Mass graves have been discovered in Tarhuna, a town 80 km southeast of Tripoli once controlled by a militia.
Forensic teams in war-torn Libya have found 10 more bodies in mass graves in a town once controlled by militia outside the capital Tripoli, the government of National Accord said.
“Three bodies were blindfolded and their wrists tied,” GNA’s interior ministry said in a Facebook post on Thursday about the latest gruesome find in Tarhuna, 80 km southeast of Tripoli.
The United Nations expressed “horror” when mass graves were first discovered last June.
Since then, more than 120 bodies have been exhumed there, including women and children, following the latest findings.
The discovery last June came a day after forces loyal to renegade eastern Libya commander Khalifa Haftar pulled out of the city.
Haftar had used Tarhuna as the main starting point for an unsuccessful attempt to capture the capital in a military offensive launched in April 2019.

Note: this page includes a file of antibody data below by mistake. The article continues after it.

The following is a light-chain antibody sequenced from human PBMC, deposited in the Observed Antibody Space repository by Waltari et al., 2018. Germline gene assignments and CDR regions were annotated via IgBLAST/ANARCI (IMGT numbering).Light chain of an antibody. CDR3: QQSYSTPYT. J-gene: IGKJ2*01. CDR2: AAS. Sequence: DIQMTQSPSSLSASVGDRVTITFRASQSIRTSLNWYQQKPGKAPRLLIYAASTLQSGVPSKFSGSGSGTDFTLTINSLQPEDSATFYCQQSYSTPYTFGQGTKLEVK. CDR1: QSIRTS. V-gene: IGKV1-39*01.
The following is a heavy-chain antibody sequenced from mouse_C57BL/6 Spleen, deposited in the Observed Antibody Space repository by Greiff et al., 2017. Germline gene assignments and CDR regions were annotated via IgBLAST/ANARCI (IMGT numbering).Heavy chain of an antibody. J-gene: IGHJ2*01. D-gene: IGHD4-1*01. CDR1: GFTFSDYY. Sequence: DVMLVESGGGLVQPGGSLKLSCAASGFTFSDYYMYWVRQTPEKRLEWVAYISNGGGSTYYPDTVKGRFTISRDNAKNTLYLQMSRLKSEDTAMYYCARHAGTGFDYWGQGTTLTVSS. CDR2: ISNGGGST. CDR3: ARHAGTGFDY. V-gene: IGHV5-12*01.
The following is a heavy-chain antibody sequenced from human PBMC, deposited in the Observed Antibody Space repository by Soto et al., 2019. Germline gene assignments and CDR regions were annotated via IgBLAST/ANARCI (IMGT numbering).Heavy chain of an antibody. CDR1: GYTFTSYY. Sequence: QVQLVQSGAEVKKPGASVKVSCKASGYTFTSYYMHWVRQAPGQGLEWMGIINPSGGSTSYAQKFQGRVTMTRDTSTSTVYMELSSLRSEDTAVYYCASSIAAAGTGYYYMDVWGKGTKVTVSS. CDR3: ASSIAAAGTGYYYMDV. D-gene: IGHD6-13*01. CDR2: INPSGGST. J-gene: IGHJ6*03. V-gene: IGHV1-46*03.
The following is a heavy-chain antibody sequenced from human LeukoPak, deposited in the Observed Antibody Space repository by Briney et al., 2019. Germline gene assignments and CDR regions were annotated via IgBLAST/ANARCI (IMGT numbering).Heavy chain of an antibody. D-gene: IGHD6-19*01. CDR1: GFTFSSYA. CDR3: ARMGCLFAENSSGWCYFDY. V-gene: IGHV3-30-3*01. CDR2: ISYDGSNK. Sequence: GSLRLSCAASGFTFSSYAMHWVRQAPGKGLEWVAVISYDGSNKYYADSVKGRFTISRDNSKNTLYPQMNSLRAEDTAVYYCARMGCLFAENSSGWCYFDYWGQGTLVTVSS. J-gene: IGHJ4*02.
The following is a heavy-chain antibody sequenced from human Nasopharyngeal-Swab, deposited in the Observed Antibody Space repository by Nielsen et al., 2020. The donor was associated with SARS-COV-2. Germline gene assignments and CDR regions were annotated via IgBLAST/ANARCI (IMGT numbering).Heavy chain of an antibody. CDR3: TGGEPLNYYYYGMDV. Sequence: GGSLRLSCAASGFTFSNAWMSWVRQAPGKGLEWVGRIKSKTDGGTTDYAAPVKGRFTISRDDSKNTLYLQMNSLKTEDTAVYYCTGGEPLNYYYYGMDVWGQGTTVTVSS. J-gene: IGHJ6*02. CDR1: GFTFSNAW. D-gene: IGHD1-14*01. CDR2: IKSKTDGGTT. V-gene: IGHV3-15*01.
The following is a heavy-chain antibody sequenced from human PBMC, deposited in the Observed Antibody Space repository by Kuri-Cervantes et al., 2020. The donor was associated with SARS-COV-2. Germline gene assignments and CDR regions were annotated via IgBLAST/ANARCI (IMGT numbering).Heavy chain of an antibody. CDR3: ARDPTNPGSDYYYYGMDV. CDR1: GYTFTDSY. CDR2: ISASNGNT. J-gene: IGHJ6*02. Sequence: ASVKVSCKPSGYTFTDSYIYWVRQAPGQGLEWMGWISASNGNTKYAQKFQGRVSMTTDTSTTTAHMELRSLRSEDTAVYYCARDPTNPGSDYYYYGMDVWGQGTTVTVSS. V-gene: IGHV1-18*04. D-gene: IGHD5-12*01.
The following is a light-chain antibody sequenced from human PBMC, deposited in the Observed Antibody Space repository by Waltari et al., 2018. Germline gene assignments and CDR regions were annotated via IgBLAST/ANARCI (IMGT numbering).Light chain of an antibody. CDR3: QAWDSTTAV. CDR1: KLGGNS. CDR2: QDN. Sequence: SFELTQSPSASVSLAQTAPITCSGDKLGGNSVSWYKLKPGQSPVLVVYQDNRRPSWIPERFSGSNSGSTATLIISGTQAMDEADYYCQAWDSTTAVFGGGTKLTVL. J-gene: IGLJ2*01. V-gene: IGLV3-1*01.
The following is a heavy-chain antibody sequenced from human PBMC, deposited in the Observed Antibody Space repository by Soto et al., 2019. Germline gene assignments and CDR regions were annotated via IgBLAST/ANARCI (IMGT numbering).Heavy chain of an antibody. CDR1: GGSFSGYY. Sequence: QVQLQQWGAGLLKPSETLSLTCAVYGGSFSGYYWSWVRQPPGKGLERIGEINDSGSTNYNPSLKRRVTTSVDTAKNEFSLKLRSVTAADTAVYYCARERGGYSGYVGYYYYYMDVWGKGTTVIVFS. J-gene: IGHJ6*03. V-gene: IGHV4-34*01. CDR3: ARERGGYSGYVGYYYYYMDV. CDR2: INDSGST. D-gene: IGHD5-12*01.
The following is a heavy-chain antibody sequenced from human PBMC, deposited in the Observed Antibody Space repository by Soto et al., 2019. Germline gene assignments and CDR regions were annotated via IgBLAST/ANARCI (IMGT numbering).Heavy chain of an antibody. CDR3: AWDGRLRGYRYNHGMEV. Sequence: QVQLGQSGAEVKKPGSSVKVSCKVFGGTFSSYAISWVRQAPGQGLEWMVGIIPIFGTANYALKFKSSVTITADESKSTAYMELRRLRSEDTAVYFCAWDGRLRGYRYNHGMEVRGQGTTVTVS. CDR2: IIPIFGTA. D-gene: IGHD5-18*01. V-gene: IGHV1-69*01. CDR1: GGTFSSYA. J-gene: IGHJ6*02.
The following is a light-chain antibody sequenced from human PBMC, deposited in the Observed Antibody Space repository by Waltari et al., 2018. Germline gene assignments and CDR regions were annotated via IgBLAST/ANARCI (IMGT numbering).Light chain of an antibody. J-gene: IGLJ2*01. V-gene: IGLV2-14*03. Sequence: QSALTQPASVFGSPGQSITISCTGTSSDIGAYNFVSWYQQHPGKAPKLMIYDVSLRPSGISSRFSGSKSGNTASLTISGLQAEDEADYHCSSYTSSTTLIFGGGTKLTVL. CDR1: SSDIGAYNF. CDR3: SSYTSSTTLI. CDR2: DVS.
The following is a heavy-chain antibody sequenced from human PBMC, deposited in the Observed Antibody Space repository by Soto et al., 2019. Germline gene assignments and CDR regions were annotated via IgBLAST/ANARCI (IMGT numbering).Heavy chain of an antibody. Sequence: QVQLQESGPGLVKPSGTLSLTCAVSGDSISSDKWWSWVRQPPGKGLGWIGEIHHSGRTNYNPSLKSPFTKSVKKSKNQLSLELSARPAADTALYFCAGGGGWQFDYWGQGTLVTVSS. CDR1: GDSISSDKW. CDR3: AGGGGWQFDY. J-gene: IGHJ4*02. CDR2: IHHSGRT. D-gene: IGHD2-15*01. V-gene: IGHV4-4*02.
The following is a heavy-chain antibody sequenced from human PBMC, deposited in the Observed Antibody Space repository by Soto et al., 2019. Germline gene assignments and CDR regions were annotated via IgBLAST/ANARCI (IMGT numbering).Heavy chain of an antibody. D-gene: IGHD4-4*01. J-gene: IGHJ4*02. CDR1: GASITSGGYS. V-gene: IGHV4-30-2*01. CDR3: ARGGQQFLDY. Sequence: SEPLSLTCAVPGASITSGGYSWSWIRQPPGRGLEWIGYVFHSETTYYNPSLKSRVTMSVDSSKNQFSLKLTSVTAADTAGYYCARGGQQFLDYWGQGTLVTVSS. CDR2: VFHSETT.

New York-based Human Rights Watch said more than 300 people had been kidnapped or missing in the past in Tarhuna, which is now under GNA control again.
Residents reported that the local Al-Kani militia “often kidnapped, detained, tortured, killed and disappeared people,” the human rights official said.
Libya has been plagued by violence since a NATO-backed uprising toppled and killed longtime leader Muammar Gaddafi in 2011.
The conflict has pitted the UN-recognized and Turkish-backed GNA against the administration based east of Haftar, backed by Egypt, the United Arab Emirates and Russia.
A ceasefire was signed in October and rival camps have since agreed to a UN-sponsored political dialogue, with presidential and legislative elections slated for later this year.